April 19, 2012  Beijing –  China Council for the Promotion of International Trade (CCPIT) organized its annual outward investment and export conference, which is divided into many industries and regions. This year’s event was held at the Beijing International Hotel. CCPIT invited the association to give an introduction to the U.S. dietary supplement regulatory and market environment.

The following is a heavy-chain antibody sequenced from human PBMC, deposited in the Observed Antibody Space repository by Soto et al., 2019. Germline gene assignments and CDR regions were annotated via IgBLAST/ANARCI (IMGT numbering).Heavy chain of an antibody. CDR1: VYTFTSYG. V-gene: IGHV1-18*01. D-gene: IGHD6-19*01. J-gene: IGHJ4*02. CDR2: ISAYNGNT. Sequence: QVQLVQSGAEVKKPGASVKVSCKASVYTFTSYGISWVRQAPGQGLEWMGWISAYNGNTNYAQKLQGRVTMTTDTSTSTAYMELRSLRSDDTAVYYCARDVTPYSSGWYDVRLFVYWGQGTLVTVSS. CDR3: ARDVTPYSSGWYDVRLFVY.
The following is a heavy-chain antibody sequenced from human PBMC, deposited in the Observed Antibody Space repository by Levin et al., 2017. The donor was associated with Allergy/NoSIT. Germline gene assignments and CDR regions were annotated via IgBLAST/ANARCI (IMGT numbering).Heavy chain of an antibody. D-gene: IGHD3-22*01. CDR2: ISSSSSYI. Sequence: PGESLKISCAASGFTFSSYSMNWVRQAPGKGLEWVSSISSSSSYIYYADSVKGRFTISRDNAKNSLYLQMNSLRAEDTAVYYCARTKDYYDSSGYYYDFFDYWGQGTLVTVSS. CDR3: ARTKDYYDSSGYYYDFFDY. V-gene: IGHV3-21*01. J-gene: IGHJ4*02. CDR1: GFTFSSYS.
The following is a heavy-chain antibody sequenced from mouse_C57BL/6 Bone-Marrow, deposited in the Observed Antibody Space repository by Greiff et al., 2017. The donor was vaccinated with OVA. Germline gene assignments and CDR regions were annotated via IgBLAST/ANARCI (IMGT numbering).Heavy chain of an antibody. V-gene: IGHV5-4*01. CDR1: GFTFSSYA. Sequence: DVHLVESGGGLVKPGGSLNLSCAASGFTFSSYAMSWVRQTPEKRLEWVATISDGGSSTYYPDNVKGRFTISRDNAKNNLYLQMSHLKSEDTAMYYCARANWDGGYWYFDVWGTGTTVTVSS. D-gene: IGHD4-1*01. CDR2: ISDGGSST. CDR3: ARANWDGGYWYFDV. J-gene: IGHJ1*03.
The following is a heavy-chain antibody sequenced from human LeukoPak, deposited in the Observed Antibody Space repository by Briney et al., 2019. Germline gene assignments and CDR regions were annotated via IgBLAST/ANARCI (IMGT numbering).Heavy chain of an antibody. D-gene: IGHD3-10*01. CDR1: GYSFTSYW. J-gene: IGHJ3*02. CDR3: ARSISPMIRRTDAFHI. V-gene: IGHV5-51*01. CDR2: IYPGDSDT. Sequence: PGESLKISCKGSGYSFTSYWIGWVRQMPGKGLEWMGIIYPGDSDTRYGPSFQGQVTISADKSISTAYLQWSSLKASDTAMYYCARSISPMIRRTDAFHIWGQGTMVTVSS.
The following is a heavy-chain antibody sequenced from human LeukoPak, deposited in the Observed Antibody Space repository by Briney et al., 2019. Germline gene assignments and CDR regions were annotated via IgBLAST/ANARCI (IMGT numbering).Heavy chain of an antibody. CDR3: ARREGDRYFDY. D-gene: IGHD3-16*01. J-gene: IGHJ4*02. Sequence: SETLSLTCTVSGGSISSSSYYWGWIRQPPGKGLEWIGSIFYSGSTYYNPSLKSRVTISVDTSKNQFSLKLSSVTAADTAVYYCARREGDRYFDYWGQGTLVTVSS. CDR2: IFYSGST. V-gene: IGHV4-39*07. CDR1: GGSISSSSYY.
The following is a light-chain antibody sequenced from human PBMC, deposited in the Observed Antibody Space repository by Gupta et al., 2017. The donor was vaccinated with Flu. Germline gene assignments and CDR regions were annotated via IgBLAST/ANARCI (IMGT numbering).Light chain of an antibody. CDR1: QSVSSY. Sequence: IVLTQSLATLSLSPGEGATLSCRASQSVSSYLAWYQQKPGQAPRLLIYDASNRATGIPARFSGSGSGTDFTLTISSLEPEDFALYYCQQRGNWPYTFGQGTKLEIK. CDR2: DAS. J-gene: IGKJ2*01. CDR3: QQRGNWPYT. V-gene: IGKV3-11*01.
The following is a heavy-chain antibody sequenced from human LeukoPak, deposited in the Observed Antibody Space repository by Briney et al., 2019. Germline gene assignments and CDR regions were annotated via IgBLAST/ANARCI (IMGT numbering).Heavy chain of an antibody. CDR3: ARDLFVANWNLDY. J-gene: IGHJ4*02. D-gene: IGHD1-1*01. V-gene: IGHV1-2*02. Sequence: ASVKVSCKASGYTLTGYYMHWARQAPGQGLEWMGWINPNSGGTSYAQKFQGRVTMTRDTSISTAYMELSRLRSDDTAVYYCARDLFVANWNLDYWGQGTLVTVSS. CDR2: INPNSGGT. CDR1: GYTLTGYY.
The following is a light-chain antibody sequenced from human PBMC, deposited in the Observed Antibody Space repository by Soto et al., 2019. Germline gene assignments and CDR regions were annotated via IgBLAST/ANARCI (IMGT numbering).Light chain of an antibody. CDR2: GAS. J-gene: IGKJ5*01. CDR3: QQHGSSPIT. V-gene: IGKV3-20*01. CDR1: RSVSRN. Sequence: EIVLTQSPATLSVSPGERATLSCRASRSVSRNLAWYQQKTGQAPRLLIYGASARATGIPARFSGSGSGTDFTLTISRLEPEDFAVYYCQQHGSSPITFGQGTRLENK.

Although this event is entitled as a Traditional Chinese Medicine (TCM) forum many of the  TCM industry’s ingredients make their way to the U.S. as dietary supplement  ingredients such as Dang Gui, Ginseng, Goji, Cordyceps, etc. Jeff Crowther discussed the difficulties involved in bringing a finished TCM product to the U.S. market due to a lack of appropriate sales channels, customer preceptions and regulatory restrictions on importing products as medicine that have not been approved by U.S. Food and Drug Administration. Crowther said, at this time, Chinese manufacturers should remain focused on supplying ingredients. However, quality and consistency are on going problems that suppliers should work hard to rectify.  The forum attracted  about 100 companies to the event and was attended by the State Administration of  TCM, The Chinese Medicine Association, China Chamber of Commerce for Import and Export of Medicines and Health Products (CCCMHPIE)  and CCPIT  leaders. Vice President Liu Zhanglin from CCCMHPIE highlighted some statistics about herbal ingredients industry. Liu discussed the great achievement of two TCM companies getting their formulas approved as drugs in foreign markets. He said there are approximately 2,700 Chinese companies involved in the TCM industry and pointed out that Tong Ren Tang is the leader in exports totaling U.S.$ 36 million in 2011. Liu discussed some other figures but mentioned because import/export codes don’t always match the products, it is very difficult to get accurate numbers. For example, some health products are imported into China as food not health products, so they go uncounted. Liu also made note that Chinese companies need to improve their R & D, standard operating procedures and overall moral code to improve products and industry reputation especially with foreign markets.

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